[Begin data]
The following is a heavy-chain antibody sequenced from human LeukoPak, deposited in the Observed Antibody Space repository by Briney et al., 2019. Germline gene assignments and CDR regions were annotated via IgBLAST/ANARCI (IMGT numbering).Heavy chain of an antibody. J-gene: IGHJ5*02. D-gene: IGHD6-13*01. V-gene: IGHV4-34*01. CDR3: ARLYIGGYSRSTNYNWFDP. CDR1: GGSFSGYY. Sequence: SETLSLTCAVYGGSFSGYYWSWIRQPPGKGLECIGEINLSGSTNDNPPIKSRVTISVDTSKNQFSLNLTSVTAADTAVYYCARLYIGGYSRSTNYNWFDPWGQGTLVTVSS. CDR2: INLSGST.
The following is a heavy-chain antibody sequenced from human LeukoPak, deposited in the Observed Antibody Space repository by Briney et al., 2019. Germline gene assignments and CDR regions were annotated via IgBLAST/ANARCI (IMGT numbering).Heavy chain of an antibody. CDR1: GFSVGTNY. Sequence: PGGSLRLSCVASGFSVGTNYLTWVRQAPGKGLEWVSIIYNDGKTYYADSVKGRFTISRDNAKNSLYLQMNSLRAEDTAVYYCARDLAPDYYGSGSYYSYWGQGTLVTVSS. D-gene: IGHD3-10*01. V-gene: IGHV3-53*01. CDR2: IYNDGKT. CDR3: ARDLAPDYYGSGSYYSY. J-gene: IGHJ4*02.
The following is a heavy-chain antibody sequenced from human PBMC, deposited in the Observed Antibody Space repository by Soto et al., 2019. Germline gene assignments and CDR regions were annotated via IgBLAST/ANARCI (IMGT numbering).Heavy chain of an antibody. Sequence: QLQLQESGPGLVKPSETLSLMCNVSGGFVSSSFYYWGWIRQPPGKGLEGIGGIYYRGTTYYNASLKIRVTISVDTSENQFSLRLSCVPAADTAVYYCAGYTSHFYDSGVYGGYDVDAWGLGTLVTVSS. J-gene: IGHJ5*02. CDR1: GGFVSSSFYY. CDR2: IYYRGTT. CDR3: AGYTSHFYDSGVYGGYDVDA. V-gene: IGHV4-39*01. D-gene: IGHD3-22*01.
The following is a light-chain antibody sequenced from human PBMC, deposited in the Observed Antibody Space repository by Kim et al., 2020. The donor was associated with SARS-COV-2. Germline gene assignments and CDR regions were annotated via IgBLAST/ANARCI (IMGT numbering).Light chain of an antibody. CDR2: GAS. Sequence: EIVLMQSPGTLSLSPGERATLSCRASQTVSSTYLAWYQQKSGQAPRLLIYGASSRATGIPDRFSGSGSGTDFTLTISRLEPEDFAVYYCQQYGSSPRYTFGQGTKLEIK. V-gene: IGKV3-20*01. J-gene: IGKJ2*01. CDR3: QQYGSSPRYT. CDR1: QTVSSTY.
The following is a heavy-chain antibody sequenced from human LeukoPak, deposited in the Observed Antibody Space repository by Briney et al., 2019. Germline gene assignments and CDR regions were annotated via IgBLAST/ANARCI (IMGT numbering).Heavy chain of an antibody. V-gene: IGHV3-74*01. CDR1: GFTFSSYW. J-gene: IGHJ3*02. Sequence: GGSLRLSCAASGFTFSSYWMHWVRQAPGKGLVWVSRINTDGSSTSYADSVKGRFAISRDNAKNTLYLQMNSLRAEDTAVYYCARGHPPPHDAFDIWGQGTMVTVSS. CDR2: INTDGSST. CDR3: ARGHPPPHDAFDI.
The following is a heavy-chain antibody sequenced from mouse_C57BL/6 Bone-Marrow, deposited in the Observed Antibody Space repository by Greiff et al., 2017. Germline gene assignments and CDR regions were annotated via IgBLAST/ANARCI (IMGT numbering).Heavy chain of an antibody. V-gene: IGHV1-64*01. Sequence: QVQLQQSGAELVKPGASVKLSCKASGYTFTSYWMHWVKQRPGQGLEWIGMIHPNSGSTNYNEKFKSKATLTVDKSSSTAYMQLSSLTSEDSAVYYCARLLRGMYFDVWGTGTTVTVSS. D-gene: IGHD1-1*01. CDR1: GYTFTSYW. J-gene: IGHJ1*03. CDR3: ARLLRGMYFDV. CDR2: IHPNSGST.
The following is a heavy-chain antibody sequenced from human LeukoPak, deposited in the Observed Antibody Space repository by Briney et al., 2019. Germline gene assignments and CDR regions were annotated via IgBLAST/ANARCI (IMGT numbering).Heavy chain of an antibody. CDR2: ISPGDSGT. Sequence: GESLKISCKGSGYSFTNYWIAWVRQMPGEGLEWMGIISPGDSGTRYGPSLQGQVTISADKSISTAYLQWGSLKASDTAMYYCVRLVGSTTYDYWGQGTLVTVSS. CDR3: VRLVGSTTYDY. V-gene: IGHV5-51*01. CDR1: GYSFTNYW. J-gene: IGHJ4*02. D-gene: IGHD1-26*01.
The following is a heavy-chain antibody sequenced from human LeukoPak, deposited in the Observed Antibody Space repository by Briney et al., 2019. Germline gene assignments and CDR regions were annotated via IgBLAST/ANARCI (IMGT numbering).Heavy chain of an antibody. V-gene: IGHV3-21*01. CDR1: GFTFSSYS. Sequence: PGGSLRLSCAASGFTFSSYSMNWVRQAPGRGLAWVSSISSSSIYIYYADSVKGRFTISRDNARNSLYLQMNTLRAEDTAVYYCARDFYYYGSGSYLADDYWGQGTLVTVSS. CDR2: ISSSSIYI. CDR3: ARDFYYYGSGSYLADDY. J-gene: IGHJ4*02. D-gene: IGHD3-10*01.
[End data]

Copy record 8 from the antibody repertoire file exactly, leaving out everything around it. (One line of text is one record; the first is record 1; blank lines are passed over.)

The following is a heavy-chain antibody sequenced from human LeukoPak, deposited in the Observed Antibody Space repository by Briney et al., 2019. Germline gene assignments and CDR regions were annotated via IgBLAST/ANARCI (IMGT numbering).Heavy chain of an antibody. V-gene: IGHV3-21*01. CDR1: GFTFSSYS. Sequence: PGGSLRLSCAASGFTFSSYSMNWVRQAPGRGLAWVSSISSSSIYIYYADSVKGRFTISRDNARNSLYLQMNTLRAEDTAVYYCARDFYYYGSGSYLADDYWGQGTLVTVSS. CDR2: ISSSSIYI. CDR3: ARDFYYYGSGSYLADDY. J-gene: IGHJ4*02. D-gene: IGHD3-10*01.